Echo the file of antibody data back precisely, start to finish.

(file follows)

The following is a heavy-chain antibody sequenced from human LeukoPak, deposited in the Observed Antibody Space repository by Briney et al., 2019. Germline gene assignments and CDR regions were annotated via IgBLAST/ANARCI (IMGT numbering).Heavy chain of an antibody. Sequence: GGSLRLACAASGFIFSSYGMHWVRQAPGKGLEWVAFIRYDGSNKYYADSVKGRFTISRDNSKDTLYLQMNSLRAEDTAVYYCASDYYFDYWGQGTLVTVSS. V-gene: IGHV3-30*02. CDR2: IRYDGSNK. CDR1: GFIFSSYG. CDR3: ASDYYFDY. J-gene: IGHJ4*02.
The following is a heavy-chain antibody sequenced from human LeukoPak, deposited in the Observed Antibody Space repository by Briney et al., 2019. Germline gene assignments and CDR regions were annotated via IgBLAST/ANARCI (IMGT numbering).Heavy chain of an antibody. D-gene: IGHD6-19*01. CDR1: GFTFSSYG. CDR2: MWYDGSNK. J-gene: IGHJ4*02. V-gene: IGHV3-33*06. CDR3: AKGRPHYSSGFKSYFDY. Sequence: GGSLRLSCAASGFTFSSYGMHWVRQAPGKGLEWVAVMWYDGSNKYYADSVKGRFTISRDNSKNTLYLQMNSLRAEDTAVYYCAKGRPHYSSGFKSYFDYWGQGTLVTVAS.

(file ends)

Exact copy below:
The following is a heavy-chain antibody sequenced from human LeukoPak, deposited in the Observed Antibody Space repository by Briney et al., 2019. Germline gene assignments and CDR regions were annotated via IgBLAST/ANARCI (IMGT numbering).Heavy chain of an antibody. Sequence: GGSLRLACAASGFIFSSYGMHWVRQAPGKGLEWVAFIRYDGSNKYYADSVKGRFTISRDNSKDTLYLQMNSLRAEDTAVYYCASDYYFDYWGQGTLVTVSS. V-gene: IGHV3-30*02. CDR2: IRYDGSNK. CDR1: GFIFSSYG. CDR3: ASDYYFDY. J-gene: IGHJ4*02.
The following is a heavy-chain antibody sequenced from human LeukoPak, deposited in the Observed Antibody Space repository by Briney et al., 2019. Germline gene assignments and CDR regions were annotated via IgBLAST/ANARCI (IMGT numbering).Heavy chain of an antibody. D-gene: IGHD6-19*01. CDR1: GFTFSSYG. CDR2: MWYDGSNK. J-gene: IGHJ4*02. V-gene: IGHV3-33*06. CDR3: AKGRPHYSSGFKSYFDY. Sequence: GGSLRLSCAASGFTFSSYGMHWVRQAPGKGLEWVAVMWYDGSNKYYADSVKGRFTISRDNSKNTLYLQMNSLRAEDTAVYYCAKGRPHYSSGFKSYFDYWGQGTLVTVAS.